The high­est pair of heels on dis­play is 21cm high with 16cm on the plat­form, a style favoured by ex­otic dancers who like to defy grav­ity on the dance floor and on the pole.

“The strip­pers like the 21cm heels too. Some of them tell you they are strip­pers,” Cisse gig­gled, “and some of them just come and buy and won’t tell you.”

Cisse’s shoe jour­ney be­gan af­ter her hus­band be­gan sell­ing his shoes, and was then asked by a fel­low trav­eller if he did not want to buy five pairs of ladies’ shoes.

He dis­played the shoes and they sold within days.

Not shy of ven­tur­ing into new ter­ri­tory, Diop be­gan his wild and won­der­ful jour­ney into ac­quir­ing his shoes.

There are bro­cade-cov­ered shoes to gem­stones pro­trud­ing from pointy stilet­tos, to thigh length denim boots, all con­cen­trated in the two very small spa­ces.

There’s even a range of bling ac­ces­sories, from sun­glasses and clutch bags, to jew­ellery to match.

“Be­fore, South Africans they did not know these kinds of shoes but be­cause of Face­book and In­sta­gram, they see what is hap­pen­ing in the world of fash­ion and what is com­ing out in the USA. Now, they walk past here and see that’s what Nicki Mi­naj was wear­ing in her video and they come in to buy. Or some see some­thing in a video and they come look­ing here for the shoes,” Cisse said.

Lo­cal and in­ter­na­tional models and tourists have also found their way to the shops.

One in­ter­na­tional model comes from Aus­tralia every year and stocks up on shoes, which range in price from R200 to R1 800.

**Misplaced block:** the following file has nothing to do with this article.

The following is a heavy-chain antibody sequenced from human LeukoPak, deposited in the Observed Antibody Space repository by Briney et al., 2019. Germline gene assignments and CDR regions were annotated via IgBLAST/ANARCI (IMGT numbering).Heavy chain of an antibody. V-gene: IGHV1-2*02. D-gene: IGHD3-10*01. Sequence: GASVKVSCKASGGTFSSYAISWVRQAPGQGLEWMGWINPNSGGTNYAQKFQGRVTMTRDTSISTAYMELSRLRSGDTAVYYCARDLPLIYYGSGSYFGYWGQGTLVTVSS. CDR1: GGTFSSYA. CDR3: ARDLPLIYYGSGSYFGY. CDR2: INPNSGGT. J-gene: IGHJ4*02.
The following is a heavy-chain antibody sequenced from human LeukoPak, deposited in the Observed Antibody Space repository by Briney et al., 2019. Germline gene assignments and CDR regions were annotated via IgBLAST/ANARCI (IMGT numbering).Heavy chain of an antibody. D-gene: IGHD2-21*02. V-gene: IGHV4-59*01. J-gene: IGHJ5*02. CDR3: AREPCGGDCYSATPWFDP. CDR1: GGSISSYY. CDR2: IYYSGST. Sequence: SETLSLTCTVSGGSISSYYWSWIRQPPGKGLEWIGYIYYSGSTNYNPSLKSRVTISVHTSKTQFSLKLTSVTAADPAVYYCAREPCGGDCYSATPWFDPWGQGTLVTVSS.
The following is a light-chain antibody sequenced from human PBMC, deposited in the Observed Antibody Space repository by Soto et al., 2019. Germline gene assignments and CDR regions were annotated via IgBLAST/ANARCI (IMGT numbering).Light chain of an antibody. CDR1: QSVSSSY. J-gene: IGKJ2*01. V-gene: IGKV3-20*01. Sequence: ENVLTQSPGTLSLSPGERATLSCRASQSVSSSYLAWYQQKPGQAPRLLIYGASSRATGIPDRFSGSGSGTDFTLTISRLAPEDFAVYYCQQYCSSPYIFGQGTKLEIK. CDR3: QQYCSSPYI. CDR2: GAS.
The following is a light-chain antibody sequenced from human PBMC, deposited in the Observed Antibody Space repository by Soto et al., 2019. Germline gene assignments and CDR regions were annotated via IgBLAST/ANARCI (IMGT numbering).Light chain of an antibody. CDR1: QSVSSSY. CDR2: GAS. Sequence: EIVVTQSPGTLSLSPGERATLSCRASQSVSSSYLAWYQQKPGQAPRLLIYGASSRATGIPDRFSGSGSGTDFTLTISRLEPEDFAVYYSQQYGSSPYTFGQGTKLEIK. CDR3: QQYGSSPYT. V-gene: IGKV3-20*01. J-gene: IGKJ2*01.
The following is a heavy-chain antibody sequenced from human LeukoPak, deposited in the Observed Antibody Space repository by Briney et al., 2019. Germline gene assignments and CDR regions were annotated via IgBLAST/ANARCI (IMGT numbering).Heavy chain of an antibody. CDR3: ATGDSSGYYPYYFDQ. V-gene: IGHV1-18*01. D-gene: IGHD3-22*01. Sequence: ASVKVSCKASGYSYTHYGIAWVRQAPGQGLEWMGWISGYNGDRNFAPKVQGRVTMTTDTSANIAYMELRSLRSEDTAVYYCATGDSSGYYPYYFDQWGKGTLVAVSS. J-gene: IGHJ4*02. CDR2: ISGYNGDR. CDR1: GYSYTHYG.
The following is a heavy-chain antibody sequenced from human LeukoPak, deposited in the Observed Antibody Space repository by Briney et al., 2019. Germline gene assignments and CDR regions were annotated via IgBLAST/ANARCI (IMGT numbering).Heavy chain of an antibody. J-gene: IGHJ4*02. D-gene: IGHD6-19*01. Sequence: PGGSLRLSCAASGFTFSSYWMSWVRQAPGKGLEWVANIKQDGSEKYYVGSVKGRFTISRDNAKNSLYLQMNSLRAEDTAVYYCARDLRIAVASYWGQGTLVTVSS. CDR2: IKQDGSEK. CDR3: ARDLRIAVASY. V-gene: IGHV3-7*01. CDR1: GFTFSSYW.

Brook­lyn hair­dresser Bi­jou Sal­imba, who moved to South Africa from the Demo­cratic Repub­lic of Congo a decade ago, said she has a col­lec­tion of seven pairs of Touba Ndorong shoes.

“I love it be­cause it is new fash­ion. Very nice with dif­fer­ent styles, shapes and colours,” she said.

Cisse men­tioned that be­cause the two shops are small, they have stor­age space else­where at Grand Cen­tral.

All in all, the two tini­est shoe shops in Cape Town are pretty cheer­ful places, amid the of­ten dreary hus­tle and bus­tle of that part of the city.

NUM­BER 34 Long Street might look charm­ingly old-fash­ioned to­day, but it was one of the first steel­framed build­ings in Cape Town, built on the site of an old ware­house. It was de­signed by the Ger­man­born ar­chi­tect Antony de Witt, a lead­ing light in early South African ar­chi­tec­ture and who, ac­cord­ing to the web­site Arte­facts, was re­spon­si­ble for a num­ber of com­mer­cial build­ings and do­mes­tic houses, in­clud­ing the fa­mous Spookhuis in Mil­ner Road, Ron­de­bosch (1904). The Long Street shop, T Gib­son & Co, was built in 1896, and uses im­ported pink terra cotta for the shopfront. De Witt’s other build­ings in­clude the Delponte Build­ing at 34-38 Loop Street, the Ho­tel Metropole in Long Street (1895 – now Grand Daddy Bou­tique Ho­tel and sub­stan­tially al­tered) and Lennon’s Build­ing at the top of Long Street (1896). A de­pres­sion hit Cape Town af­ter the An­glo-Boer War,


Above and be­low are some of the amaz­ing shoes avail­able at a tiny shoe shop in Grand Cen­tral.